Over the past eight years I have attempted to lose the weight, get fit, and improve my health. At one point I had lost 88 pounds and was working out regularly. If you read earlier posts in this blog you will read that I had some things happen with my health that totally stalled and then reversed my weight loss. I found myself struggling with extreme adrenal fatigue and an inability to do much physical activity without being in a lot of pain. I also believe that I struggled for many of those year with depression that led me to make very unwise choices with the food that I eat. I kept trying different things but gradually got to the point where I didn’t go to the gym very often, if at all. I’ve tried to do some home workout programs and while I find that I like the program, I miss the people. I really do best when I workout in a group situation and have people around to support me and who I can support in our combined efforts to challenge our bodies to live up to their potential
You may be wondering what it is that makes me think that I will ever be able to change things now. Why do I keep trying? I have to confess that I wonder that myself frequently. But somewhere—deep inside—I know that I am meant for more.
I made a decision—rather spur of the moment as I am often apt to do—to join yet another weight loss challenge. When I walked through those doors last Friday night for our orientation meeting a peace swept over me. This is my home, I thought. These are my people. This is the situation in which I feel comfortable and alive.
The next three months will be very trying for me, but they will also be very exciting. I know that if I take this opportunity and use it like I know I should I will absolutely FIND MY INNER ATHLETE. I will be a good steward of this body God blessed me with. And I will be able to help others who find themselves where I am now to know that they don’t have to settle for less.
What I’m doing: FreeMotion Fitness Testimonial Program
What that means:
• Group workouts MWF at 6 am
• Ocean Yoga T at 6 p.m
• Frequent educational seminars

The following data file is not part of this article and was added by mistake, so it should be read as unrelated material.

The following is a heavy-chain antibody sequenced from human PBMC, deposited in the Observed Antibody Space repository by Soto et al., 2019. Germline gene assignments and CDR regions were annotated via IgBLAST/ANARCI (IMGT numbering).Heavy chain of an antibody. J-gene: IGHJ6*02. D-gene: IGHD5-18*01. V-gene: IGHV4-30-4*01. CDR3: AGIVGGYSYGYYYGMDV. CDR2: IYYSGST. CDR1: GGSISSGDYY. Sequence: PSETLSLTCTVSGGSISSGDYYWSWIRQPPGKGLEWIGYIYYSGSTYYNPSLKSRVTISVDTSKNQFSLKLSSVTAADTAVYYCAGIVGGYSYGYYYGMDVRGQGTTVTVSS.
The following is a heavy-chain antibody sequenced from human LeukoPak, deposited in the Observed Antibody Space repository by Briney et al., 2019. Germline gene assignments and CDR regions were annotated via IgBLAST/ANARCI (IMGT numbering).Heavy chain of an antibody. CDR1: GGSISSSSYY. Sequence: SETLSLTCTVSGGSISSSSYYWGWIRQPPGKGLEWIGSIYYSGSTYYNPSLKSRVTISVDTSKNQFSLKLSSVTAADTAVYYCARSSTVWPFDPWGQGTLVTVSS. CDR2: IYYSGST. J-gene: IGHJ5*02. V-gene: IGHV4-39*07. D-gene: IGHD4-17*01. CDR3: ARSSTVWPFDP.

• Drop-in classes
• Keeping track of attendance via a point system (points winner wins an incline treadmill)
• Rather than following one specific meal plan and reporting either I did it 100% or not at all, we are allowed to choose 5 healthy nutritional habits we need to work on and we receive a point for each of the 5 that we do. Mine are:
o 6-8 hours of sleep each night
o Drink ½ of my body weight in ounces of water each day
o Eat a balance breakfast every day
o Eat at least three meals per day
o Eat at least four servings of vegetables per day
Believe me—until I started reporting on these things I thought that my habits weren’t all that bad. I’m having a hard time doing these things.
My goal isn’t perfection. I’ve been too hung up in the past on doing things perfectly or not at all. My goal is to make progress. Daily progress. Even if I’m turning in a 2 out of 5 right now on my nutritional goals, I can make progress. I can do better today than I did yesterday.
One of my own personal goals is to post here at least twice a week about the workouts and the food and the education seminars as a means of keeping me accountable.
This morning I missed my workout. I set the alarm for 5 am and woke up to the tune of 4 alarms at 7:15. Yes. 7:15. Class was already over.
Tomorrow we have an educational seminar that sounds like it will be right in my wheelhouse. Then I leave on Friday for a week in Oregon with the chicks. I’m excited to take some workouts with me to do there. I’ll hopefully have time during that week to write some more.